John W. (John Woolf) Jordan.

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This regiment saw hard service with the
often hard pressed Army of the Potomac,
serving first with the Eighth Army Corps,
later with the First. After reporting at
Washington, they were at the siege of Suf-
folk, and the battle of Black River, where
Colonel Knoderer was shot. After this they
were sent to Yorkstown, Richmond, Wil-
liamsburg and Chickahominy River, thence
ordered to Gettysburg, finally to South
Alountain, where they camped one night,
there receiving tidings of Lee's defeat and
retreat. They joined the Army of the Po-
tomac at Berlin, and followed Lee as far as
Rappahannock. Their time expiring, the nine
months' men were mustered out in August,
1863. Captain Schall served with his com-
pany and regiment through all those move-
ments, displaying the soldierly qualities of
bravery, endurance and sacrifice.

Returning from the army he became clerk
in a mercantile house, remaining as such
until 1872, when he returned to the Dale
Forge farm, where for two years he was a
dealer in lime, and a farmer. He then
located at Pennsburg, conducting a lumber
and coal business for several years, then
until 1900 he conducted the same business
at Barlow, adding grain to the lines carried.
In the latter year he retired and has since



resided at his beautiful home, Brookside.
In poHtics a Democrat, he has held many
local offices, and has served his communities
well. He is a member of the Reformed
church, fraternizes with his army comrades
as a member of General Williard H. Keim
Post, No. 76, Grand Army of the Republic,
and is one of the highly respected and well
esteemed men of his city.

Captain Schall married, in 1881, Mary
B., daughter of Ezra High, a farmer of
Cumru township, and has a daughter, Emily
May. The family home is on Lancaster
avenue, Brookside. Captain Schall's wife
and daughter are also communicants of the
Reformed church.

Mrs. Schall is a granddaughter of Briga-
dier-General William High, born January
14, 1786, one of the best known men of
Berks county of his time. He was county
commissioner, member of the Legislature,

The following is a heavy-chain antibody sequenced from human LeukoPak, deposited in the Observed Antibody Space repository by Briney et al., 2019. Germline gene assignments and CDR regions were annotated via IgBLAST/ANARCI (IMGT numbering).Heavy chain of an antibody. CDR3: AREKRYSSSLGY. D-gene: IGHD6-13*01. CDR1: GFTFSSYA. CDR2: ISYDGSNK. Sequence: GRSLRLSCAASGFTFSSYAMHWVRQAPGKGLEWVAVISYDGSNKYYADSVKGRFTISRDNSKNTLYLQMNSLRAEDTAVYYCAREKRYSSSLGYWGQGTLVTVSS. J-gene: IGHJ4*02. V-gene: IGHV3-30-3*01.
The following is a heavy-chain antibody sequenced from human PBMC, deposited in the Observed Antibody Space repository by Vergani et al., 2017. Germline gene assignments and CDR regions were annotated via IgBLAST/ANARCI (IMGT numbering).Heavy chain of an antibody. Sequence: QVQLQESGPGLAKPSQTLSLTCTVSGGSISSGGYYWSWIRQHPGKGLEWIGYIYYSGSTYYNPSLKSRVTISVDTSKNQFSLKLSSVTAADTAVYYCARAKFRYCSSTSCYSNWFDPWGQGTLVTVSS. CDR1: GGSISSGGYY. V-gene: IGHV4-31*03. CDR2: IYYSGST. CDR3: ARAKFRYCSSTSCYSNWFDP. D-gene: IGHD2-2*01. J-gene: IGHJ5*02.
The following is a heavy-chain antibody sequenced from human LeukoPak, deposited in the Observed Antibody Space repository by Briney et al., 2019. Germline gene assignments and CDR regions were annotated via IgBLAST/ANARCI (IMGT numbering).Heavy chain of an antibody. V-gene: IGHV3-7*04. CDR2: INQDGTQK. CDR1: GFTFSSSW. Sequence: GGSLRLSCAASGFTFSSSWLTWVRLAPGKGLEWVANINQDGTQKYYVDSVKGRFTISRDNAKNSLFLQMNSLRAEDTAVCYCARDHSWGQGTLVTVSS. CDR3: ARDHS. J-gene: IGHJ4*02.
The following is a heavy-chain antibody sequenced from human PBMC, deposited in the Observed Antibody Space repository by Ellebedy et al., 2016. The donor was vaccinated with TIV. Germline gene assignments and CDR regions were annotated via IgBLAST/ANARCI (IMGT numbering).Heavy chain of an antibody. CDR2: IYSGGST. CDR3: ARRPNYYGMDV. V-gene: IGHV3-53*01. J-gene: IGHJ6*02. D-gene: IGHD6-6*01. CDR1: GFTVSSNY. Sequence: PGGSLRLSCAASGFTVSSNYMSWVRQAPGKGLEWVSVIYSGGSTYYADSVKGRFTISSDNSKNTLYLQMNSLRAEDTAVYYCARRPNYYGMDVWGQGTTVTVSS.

delegate to the State Constitutional Con-
vention of 1828, associate judge of Berks
county, captain of the Reading Cavalry and
for fifteen years brigadier-general of Penn-
sylvania State Militia by election. He was
a man of every sterling quality, courageous
in the execution of his convictions and left
to posterity a name untarnished. He mar-
ried (first) Catherine, daughter of John
van Reed, (second) a daughter of Jacob
van Reed.

Ezra High, son of Brigadier-General Wil-
liam High, was born at Poplar Neck, Berks
county, Pennsylvania, August 15, 1816, died
April 8, 1897. He was a farmer and influ-
ential citizen of the lower end of the coun-
try, a man of great public spirit and a large
landowner. He was an antiquarian of local
note, and possessed a valuable collection of
Indian relics, which he donated to the Berks
County Historical Society. He married, in
1 841, Hannah, daughter of George and Bar-
bara (Hain) Gernand, and with her is
buried in the High private cemetery at Pop-
lar Neck on the old homestead close by the
remains of his honored father, Brigadier-

General William High. Mary B., his sec-
ond daughter, married Captain William A.


Soldier, Master Pharmacist.

Joseph L. Lemberger, head of the old
established firm of Lemberger & Company,
is one of the pioneer business men of this
section and the founder of one of the first
pharmacies in this part of the country.
Established in 1857 and conducted under
the several firm names of Guilford & Lem-
berger, J. L. Lemberger, and Lemberger &
Company, this business has been under the
continuous management of its promoter
ever since it was established on the east side
of Market Square, fifty-six years ago, in
the building now occupied by Dr. William
M. Guilford, just north of Cumberland
street. The present excellent and spacious
quarters of the business attest the success
of the firm, and the position which Mr.
Lemberger occupies in the ranks of Leb-
anon's professional and commercial citizens.
Joseph L. Lemberger was born in the
year 1834, in Myerstown, Lebanon county,
Pennsylvania, from which place his parents
removed when he was but five years of age,
settling in the northwestern section of the
county. Here he received his early educa-
tion, and at the age of twelve years entered
the Lebanon Academy, where he remained
until, at the age of fourteen years, he took
his first step in business life. This was in
a country store, and on November 20, 1848,
he was indentured to Dr. Joseph P. Filler,
at Second and Beaver streets, Philadelphia,
for a term of six years and seventeen days.
He became greatly interested in pharmacy,
and recognizing the value of systematic in-
struction in the acquisition of a proper